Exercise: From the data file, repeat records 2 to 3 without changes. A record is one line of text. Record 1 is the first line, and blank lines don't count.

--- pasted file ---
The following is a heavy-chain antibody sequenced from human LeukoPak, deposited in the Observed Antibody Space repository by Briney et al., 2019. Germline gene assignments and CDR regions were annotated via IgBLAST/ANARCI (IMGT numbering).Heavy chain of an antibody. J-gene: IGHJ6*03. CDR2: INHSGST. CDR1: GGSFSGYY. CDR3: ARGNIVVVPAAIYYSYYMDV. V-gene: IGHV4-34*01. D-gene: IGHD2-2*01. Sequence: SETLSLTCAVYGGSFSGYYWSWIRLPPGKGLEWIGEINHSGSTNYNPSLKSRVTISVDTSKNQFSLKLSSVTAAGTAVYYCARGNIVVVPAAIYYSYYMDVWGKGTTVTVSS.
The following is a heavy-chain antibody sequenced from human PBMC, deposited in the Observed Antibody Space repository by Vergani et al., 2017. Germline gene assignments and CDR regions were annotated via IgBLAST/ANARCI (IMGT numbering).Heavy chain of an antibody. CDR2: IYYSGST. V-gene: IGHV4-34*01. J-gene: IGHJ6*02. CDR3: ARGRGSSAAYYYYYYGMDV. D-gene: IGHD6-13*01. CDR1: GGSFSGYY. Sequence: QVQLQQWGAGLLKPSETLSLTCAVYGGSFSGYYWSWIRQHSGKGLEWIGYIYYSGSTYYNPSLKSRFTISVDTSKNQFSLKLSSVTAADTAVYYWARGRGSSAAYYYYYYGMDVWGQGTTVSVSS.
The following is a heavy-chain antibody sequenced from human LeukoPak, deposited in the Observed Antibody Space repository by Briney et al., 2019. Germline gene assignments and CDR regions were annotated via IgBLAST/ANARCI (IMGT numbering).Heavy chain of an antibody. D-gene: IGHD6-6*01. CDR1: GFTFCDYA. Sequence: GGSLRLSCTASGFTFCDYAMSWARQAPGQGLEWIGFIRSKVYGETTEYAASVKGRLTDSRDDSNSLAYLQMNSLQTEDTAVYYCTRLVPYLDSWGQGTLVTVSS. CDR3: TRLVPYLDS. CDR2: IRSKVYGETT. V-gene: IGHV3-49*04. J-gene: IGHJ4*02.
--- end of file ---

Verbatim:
The following is a heavy-chain antibody sequenced from human PBMC, deposited in the Observed Antibody Space repository by Vergani et al., 2017. Germline gene assignments and CDR regions were annotated via IgBLAST/ANARCI (IMGT numbering).Heavy chain of an antibody. CDR2: IYYSGST. V-gene: IGHV4-34*01. J-gene: IGHJ6*02. CDR3: ARGRGSSAAYYYYYYGMDV. D-gene: IGHD6-13*01. CDR1: GGSFSGYY. Sequence: QVQLQQWGAGLLKPSETLSLTCAVYGGSFSGYYWSWIRQHSGKGLEWIGYIYYSGSTYYNPSLKSRFTISVDTSKNQFSLKLSSVTAADTAVYYWARGRGSSAAYYYYYYGMDVWGQGTTVSVSS.
The following is a heavy-chain antibody sequenced from human LeukoPak, deposited in the Observed Antibody Space repository by Briney et al., 2019. Germline gene assignments and CDR regions were annotated via IgBLAST/ANARCI (IMGT numbering).Heavy chain of an antibody. D-gene: IGHD6-6*01. CDR1: GFTFCDYA. Sequence: GGSLRLSCTASGFTFCDYAMSWARQAPGQGLEWIGFIRSKVYGETTEYAASVKGRLTDSRDDSNSLAYLQMNSLQTEDTAVYYCTRLVPYLDSWGQGTLVTVSS. CDR3: TRLVPYLDS. CDR2: IRSKVYGETT. V-gene: IGHV3-49*04. J-gene: IGHJ4*02.